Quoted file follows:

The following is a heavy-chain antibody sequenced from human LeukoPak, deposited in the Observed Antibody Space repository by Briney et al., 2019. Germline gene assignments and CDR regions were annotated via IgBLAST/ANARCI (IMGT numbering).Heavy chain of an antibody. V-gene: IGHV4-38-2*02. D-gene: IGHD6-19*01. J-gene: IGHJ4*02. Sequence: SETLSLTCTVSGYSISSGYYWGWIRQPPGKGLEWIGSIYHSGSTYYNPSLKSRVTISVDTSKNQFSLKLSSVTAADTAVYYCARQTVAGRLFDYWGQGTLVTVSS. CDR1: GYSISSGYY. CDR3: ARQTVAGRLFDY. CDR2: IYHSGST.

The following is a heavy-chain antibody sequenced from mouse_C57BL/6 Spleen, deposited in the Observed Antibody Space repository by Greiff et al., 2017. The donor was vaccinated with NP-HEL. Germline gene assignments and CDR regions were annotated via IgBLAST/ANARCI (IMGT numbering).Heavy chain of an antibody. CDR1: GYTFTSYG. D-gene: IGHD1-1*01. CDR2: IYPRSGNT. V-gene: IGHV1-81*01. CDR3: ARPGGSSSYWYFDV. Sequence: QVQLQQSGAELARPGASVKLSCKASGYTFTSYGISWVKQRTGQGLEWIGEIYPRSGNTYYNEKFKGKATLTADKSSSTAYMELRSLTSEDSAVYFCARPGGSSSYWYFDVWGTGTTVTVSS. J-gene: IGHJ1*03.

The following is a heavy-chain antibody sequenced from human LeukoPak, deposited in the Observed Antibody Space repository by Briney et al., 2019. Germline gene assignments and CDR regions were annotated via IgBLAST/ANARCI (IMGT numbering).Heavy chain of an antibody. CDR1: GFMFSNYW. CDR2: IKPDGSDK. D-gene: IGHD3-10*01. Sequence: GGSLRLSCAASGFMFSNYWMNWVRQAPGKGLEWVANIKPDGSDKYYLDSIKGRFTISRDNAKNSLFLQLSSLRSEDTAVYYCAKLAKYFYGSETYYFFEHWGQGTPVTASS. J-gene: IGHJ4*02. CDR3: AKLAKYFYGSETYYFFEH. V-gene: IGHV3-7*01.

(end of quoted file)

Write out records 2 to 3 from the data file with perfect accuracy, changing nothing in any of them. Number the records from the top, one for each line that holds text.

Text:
The following is a heavy-chain antibody sequenced from mouse_C57BL/6 Spleen, deposited in the Observed Antibody Space repository by Greiff et al., 2017. The donor was vaccinated with NP-HEL. Germline gene assignments and CDR regions were annotated via IgBLAST/ANARCI (IMGT numbering).Heavy chain of an antibody. CDR1: GYTFTSYG. D-gene: IGHD1-1*01. CDR2: IYPRSGNT. V-gene: IGHV1-81*01. CDR3: ARPGGSSSYWYFDV. Sequence: QVQLQQSGAELARPGASVKLSCKASGYTFTSYGISWVKQRTGQGLEWIGEIYPRSGNTYYNEKFKGKATLTADKSSSTAYMELRSLTSEDSAVYFCARPGGSSSYWYFDVWGTGTTVTVSS. J-gene: IGHJ1*03.

The following is a heavy-chain antibody sequenced from human LeukoPak, deposited in the Observed Antibody Space repository by Briney et al., 2019. Germline gene assignments and CDR regions were annotated via IgBLAST/ANARCI (IMGT numbering).Heavy chain of an antibody. CDR1: GFMFSNYW. CDR2: IKPDGSDK. D-gene: IGHD3-10*01. Sequence: GGSLRLSCAASGFMFSNYWMNWVRQAPGKGLEWVANIKPDGSDKYYLDSIKGRFTISRDNAKNSLFLQLSSLRSEDTAVYYCAKLAKYFYGSETYYFFEHWGQGTPVTASS. J-gene: IGHJ4*02. CDR3: AKLAKYFYGSETYYFFEH. V-gene: IGHV3-7*01.